Image: A new genetic test was highly sensitive at determining which pancreatic cysts are most likely to be associated with one of the most aggressive types of pancreatic cancer (Photo courtesy of Shutterstock).
A newly developed genetic test was highly sensitive at determining which pancreatic cysts are most likely to be associated with one of the most aggressive types of pancreatic cancer. The successful results are a critical step toward a precision medicine approach to detecting and treating pancreatic cancer.
Pancreatic cysts – small pockets of fluid in the pancreas – are increasingly detected on medical scans by happenstance. For the most part, the cysts are benign. But because some can progress to pancreatic cancer, doctors must determine whether it is surgically necessary to remove the cysts.
“You never want to subject a patient to unneeded surgery,” said lead author Aatur D. Singhi, MD, PhD, a surgical pathologist at University of Pittsburgh Medical Center Health System (UPMC; Pittsburgh, PA, USA), “This rapid, sensitive test will be useful in guiding physicians on which patients would most benefit from surgery.” Marina N. Nikiforova, MD, of UPMC is the study’s senior author.
The team developed PancreaSeq, which requires a small amount of fluid removed from the cyst to test for 10 different tumor genes associated with pancreatic cancer. It was a first-in-the-field prospective study testing pancreatic cysts before surgery rather than analyzing cysts after surgery as had been done by previous efforts.
The study also was the first to evaluate a test that employed the more sensitive next-generation sequencing (NGS) and first to be performed in a certified and accredited clinical laboratory as opposed to a research setting. “This was important to us,” said Dr. Singhi, “If PancreaSeq is going to be used to make clinical decisions, then it needed to be evaluated in a clinical setting in real-time, with all the pressures that go with a clinical diagnosis.”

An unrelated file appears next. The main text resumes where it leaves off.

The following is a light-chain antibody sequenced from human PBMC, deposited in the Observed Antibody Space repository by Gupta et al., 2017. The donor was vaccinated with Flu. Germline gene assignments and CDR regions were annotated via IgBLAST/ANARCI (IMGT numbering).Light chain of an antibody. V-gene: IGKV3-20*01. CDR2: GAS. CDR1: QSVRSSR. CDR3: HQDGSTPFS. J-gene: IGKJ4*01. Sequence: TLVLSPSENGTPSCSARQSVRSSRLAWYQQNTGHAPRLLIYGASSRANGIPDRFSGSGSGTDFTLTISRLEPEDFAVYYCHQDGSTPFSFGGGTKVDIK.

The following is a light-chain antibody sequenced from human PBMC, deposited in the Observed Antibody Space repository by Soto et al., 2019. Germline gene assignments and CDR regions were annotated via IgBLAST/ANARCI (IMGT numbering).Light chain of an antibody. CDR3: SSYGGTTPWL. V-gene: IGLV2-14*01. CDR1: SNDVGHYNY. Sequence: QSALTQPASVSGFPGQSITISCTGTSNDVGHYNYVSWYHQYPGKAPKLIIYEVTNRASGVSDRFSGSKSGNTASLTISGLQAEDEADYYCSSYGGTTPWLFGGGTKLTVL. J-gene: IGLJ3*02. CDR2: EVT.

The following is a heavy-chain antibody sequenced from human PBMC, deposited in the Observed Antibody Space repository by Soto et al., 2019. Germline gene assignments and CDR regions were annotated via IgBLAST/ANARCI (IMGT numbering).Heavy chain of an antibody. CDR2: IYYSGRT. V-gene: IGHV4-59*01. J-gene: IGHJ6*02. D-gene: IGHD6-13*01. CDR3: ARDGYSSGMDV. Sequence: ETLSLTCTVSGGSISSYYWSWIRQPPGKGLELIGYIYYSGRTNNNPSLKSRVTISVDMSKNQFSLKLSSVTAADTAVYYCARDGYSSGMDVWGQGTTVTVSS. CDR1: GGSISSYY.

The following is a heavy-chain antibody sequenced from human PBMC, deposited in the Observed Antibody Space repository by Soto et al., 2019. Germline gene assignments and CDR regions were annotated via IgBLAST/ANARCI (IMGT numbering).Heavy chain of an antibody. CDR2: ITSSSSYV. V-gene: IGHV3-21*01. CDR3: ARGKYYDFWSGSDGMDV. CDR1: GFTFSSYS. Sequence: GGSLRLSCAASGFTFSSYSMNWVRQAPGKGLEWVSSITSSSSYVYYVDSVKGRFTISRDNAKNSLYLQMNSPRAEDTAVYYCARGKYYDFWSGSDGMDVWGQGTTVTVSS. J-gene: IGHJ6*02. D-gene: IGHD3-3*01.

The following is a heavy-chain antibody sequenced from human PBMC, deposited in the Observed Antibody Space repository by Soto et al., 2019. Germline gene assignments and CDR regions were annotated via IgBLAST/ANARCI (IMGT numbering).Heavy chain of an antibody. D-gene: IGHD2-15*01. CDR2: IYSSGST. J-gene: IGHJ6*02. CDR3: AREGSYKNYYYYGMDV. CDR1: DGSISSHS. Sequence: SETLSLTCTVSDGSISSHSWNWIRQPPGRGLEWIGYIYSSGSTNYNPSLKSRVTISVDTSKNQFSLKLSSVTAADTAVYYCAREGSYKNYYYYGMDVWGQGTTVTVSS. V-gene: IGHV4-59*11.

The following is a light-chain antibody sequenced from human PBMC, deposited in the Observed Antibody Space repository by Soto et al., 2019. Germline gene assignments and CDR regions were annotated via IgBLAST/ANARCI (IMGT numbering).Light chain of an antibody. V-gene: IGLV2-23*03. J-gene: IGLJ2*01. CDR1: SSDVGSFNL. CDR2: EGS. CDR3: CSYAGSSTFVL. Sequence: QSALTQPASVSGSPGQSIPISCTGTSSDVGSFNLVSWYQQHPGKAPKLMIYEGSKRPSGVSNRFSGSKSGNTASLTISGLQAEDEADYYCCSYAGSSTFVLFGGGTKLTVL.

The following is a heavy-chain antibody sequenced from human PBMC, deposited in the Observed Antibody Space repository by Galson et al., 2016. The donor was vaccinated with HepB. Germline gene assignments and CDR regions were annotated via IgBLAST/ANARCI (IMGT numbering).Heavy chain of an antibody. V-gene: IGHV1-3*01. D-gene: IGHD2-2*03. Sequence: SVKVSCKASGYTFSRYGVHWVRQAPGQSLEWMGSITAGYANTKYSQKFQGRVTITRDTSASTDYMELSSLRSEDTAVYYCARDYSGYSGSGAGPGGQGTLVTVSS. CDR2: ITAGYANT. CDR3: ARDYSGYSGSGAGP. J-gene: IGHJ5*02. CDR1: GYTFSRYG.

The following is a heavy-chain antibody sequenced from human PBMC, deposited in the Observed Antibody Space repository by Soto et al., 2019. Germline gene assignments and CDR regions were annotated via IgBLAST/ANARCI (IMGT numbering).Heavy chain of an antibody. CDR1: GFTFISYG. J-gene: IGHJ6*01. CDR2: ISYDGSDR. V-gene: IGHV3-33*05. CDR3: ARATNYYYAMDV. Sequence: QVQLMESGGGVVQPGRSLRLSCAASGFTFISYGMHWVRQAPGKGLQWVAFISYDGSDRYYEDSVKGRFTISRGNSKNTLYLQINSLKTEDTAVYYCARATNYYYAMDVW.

In this analysis phase, the test was not intended to be used as the sole factor in determining whether to remove the cyst or not, so doctors relied on current guidelines when deciding on a course of treatment. A total of 595 patients were tested, and the team followed up with analysis of surgically removed cysts, available for 102 of the patients, to evaluate the accuracy of the test.
The study showed that with 100% accuracy PancreaSeq correctly classified every patient in the evaluation group who had intraductal papillary mucinous neoplasm (IPMN) – a common precursor to pancreatic cancer – based on the presence of mutations in 2 genes, KRAS and GNAS. Furthermore, by analyzing mutations in 3 additional genes, the test also identified the cysts that would eventually progress to being cancerous lesions, also with 100% accuracy. The test was less accurate for the less prevalent pancreatic cyst type mucinous cystic neoplasm (MCN) – catching only 30% of the cases.
Importantly, PancreaSeq did not any false positives in either cyst type, making it also a highly specific test.
The results could be biased by choice of which patients had their cysts surgically removed, so the researchers plan to monitor those who did not have their cysts removed to continue evaluation of the test’s reliability. An improved version of PancreaSeq that incorporates additional tumor genes associated with pancreatic cancer currently is undergoing rigorous clinical testing. In the future, clinical guidelines will need to be revisited to explore incorporating tests like PancreaSeq.
The PancreaSeq test currently is available to patients and ordered through UPMC.
The study, by Singhi AD et al, was published September 28, 2017, in the journal Gut.
University of Pittsburgh Medical Center Health System